At no point did Scheef forestall anti-semitic initiatives, which would, by all means, have been possible via administrative channels. Scheef tolerated the prohibition, petitioned for by the National Socialists, for Jews and “non-Aryans” to frequent public swimming pools although parts of this ordinance lead to conflicts with the office of foreign affairs in Berlin. What is more, there is evidence that Scheef himself promoted anti-semitic measures. He was the initiator behind the dissolution of municipal commercial ties to Jewish-owned companies. For example, Scheef had the prolonging of contracts for supplying wallpaper to new municipal housing projects, concluded with the Hugo Löwenstein company, settled in the local council Gemeinderat in spite of the municipal works service wanting to hold on to its previous awarding of contracts which had favored Hugo Löwenstein. Another example is from the local city council session of October 26, 1936: “Alderman Göhner wants to call to our attention the fact that the municipal public baths' scales are provided by a Jewish company called Lindauer. He politely asks to inquire into this issue and to severe commercial ties with the Lindauer company. […] The Oberbürgermeister agrees to inquire into this issue and to immediately withdraw from any contracts with a Jewish company.” The municipal administration did indeed immediately withdraw from these contracts. When the city wanted to buy the very same bathroom scales that it had rented earlier, Scheef acted as a proponent of “Aryanization” when he tried to beat down the price.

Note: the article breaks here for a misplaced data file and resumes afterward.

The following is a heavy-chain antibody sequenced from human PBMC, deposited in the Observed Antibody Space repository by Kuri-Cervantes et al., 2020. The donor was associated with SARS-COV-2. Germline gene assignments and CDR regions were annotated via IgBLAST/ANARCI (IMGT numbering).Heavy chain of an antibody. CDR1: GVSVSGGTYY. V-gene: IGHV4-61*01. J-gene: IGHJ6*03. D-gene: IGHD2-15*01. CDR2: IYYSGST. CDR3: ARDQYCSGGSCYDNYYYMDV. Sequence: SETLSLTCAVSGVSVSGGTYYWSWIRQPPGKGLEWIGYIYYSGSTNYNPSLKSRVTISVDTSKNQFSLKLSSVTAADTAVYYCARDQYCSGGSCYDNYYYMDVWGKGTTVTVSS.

In the spring of 1933, Tübingen's NSDAP, whose members were young and without experience in local political matters, had no alternative but the experienced and reputable administrator Scheef. It proved a long-lasting and mutually benefiting arrangement: by demonstratively pursuing pro-Nazi policies as Oberbürgermeister, Scheef could stay in office while the Nazi party majorly profited from his effective conduct of affairs and great popularity. An important explanation for this arrangement can be found in the diary of Emil Beutinger. A fellow DDP party member, Beutinger had to leave office as Oberbürgermeister of Heilbronn in 1933. In 1932, when Württemberg's minister of commerce Reinhold Mayer rejected a coalition of DDP and NSDAP, Beutinger remembers Scheef joining the discussion: